PARIS — Idon’t think I’m alone in wondering why anychip company these days would stay in theautomotive electronics market.
Let’s face it. Carmakers are notorious forbeating up semiconductor suppliers overpennies. They demand high-standard,“automotive quality” for every IC theyprocure. These chips need to last longerthan cars, which means a very long productlife cycle is required for every automotivechip.
Carmakers say they need innovation, and yetthe typical automotive product developmentcycle is about five years. In most otherindustries, the whole world — oftechnology, market trends, consumerpreferences, and pricing — changes withinthree years.
To top it off, automotive doesn’t exactlyoffer either the fastest growing or thelargest volume market for semiconductorcompanies.
So, why stay?
At the European Microelectronics Summit herelast week, Ian Riches, director of globalautomotive practice at Strategy Analytics,concluded that “mainstream automotive isstarting to look less attractive to somesemiconductor vendors.”
Comparing the car biz to the mobileindustry, Riches pointed out that it takesmore than five years to develop a new model,while the development cycle for a mobilehandset is two years. A car’s lifetime isabout eight years, while a smartphone lastsonly 1.5 years. Perhaps, the only positivefor automotive chip suppliers is that thesemiconductor content in a car is higher invalue. He estimates some $1,000 worth ofelectronics content inside a car, comparedto about $130 per smartphone. But of course,the volume of global car sales totally paleswhen compared to mobile phones.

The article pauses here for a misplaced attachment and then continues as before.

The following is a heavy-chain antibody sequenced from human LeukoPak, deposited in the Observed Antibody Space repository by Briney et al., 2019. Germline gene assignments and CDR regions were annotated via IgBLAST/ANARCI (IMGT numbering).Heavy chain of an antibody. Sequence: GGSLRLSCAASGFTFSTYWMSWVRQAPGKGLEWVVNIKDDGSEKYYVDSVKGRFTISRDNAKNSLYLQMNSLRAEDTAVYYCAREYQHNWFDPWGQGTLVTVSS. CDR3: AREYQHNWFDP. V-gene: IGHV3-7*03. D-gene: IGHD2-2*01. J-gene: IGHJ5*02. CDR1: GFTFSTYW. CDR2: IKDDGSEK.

The case for chip companies to stay in theautomotive market has two solid arguments.The first is the strong growth in advancedsafety application. The second is thecontinued development of hybrid electric(HEV) and electric vehicles (EV).
In fact, automotive is a “stabilized”market, said Riches, with its overallsemiconductor demand (in value) growing at asteady pace of 7 percent every year –between 2012 and 2017.
Of the total auto semiconductor market, thebiggest market driver is Advanced DriverAssist Systems (ADAS). Strategy Analyticsforecasts ADAS chip demand reaching $3.5billion in 2020. If this comes true, roughly10 percent of the automotive chip marketwill be generated by ADAS by then. TheCompounded Average Annual Growth Rate(CAAGR) for ADAS is 23 percent from 2012through 2017, according to Riches.
EV hype bubble bursts
Strategy Analytics similarly pegssemiconductor demand for HEV/EV to become aslarge as $2.6 billion in 2020, with its2012-2017 CAAGR at 22 percent. However,Riches acknowledged that growth in “the EVend of the HEV/EV market is less certain.”
“The hype bubble has now burst,” he added.There have been already some significantfailures in the EV market.
But ignoring the EV trend is the worstmistake the electronics industry could make.“The main danger now is to underestimate thelong-term importance of vehicleelectrification,” he warned. The energyshift towards greater electrification is“beyond question,” he noted. What’sdebatable is “the speed of travel,” headded.
To read more go to “Hybrid and EV sales.”